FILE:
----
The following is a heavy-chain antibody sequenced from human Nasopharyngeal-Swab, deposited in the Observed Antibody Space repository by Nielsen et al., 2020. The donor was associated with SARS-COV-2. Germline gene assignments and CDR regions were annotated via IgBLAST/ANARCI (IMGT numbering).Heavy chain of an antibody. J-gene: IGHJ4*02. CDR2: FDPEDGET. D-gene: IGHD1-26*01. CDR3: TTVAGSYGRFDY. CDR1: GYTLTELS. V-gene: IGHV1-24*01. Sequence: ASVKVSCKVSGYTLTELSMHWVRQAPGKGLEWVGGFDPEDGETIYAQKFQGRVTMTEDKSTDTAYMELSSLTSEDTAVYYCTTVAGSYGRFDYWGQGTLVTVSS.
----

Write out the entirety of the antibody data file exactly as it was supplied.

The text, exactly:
The following is a heavy-chain antibody sequenced from human Nasopharyngeal-Swab, deposited in the Observed Antibody Space repository by Nielsen et al., 2020. The donor was associated with SARS-COV-2. Germline gene assignments and CDR regions were annotated via IgBLAST/ANARCI (IMGT numbering).Heavy chain of an antibody. J-gene: IGHJ4*02. CDR2: FDPEDGET. D-gene: IGHD1-26*01. CDR3: TTVAGSYGRFDY. CDR1: GYTLTELS. V-gene: IGHV1-24*01. Sequence: ASVKVSCKVSGYTLTELSMHWVRQAPGKGLEWVGGFDPEDGETIYAQKFQGRVTMTEDKSTDTAYMELSSLTSEDTAVYYCTTVAGSYGRFDYWGQGTLVTVSS.